Malaysia, Kuala Lumpur – Little India and Planetarium
Brickfields aka Little India used to be an ordinary residential district near Kuala Lumpur. However, as of late it transformed to a wide boulevar featuring Indian sotres, and Indian restaurants.
Brickfields district got its name after the era of brick production in this place. Here you will feel as if another world. Stores sell all kinds of traditional Indian products such as sárí (a typical Indian women costume), flower girlands, and spices for local delicacies such as (Indian pancakes made of fermented rice flour). Visiting Little India is that much great experience if you consider hearing Indian music in the background. All here is in stark contrast to the rest of the city – very Indian and bit kitsch – colorful architecture, elephant, decorated columns and arches. Brickfields became, after its renovation, one of the most tourist popular localities in Kuala Lumpur. During the visit, be sure to try some of local specialties- typical mango coctail of lassi, spiced sauces with meat, and martabak. Locals usually eat with hands, nobody minds and they say they enjoy the food even more like this.
Brickfields is a paradise of Indian culture in the heart of Kuala Lumpur. It is an oasis for Hindus. Moreover, there are stores, restaurants, massage parlors, and beautiful temples. Plus it is an important multicultural junction. Brickfields is a living community with its own heart. If you want to see every corner of this Little India, try „Brickfields Guided Walking Tour“, an interesting project by local town hall. It allows you to walk through and learn about every attraction in this beautiful district. The tour takes place every first and third Saturday of a moth from 9.30 am.
In case you love science and astronomy, visit the National Planetarium while in Lake Garden. Opened in 1993, the building was designed so it would resemble a blue mosque. It sits on a little hill between the park and the National Museum. Its blue roof resembles bit Greek-style of architecture.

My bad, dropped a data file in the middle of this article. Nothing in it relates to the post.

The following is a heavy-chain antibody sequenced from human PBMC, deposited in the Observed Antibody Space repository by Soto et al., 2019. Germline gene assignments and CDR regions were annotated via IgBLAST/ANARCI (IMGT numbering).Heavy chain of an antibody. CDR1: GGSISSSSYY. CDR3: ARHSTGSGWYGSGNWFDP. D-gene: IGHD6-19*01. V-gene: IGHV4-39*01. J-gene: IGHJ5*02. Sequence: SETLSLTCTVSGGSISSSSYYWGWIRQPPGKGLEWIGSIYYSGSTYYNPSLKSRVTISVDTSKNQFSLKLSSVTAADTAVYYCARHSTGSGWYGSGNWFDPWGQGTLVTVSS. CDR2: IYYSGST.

Inside planetarium's tower, there are telescopes. From here you may get a better vista over lake gardens and the rest of city center. Inside the planetarium, international science and space films are screened all day long. The entrance is free of charge. You only pay for seeing individual movies (6 RM, ca. 35 CZK). There is no state of the art tech you may find in planetariums in New York or London. Yet these are surely worth visiting. The main entrance looks like a teleporting station. From here you get to many halls of the planetarium. For instance, there is the exhibition of the International Space Station where you may see how austronauts sleep or use toilets. Also, there is a space suit and the food of the first Malaysian astronaut. Moreover, you may see the mock-ups of old Chinese and Indian observatories (the latter is a scale-model of Jai Singh observatory, Delhi). What may be surprising is that there is a Stonehenge replica.
Next Saturday we take you further into the city so don't forget to come back to us!
GPS: 3°07'41.0"N 101°41'04.3"E
Text and photos: Monika Fuchsová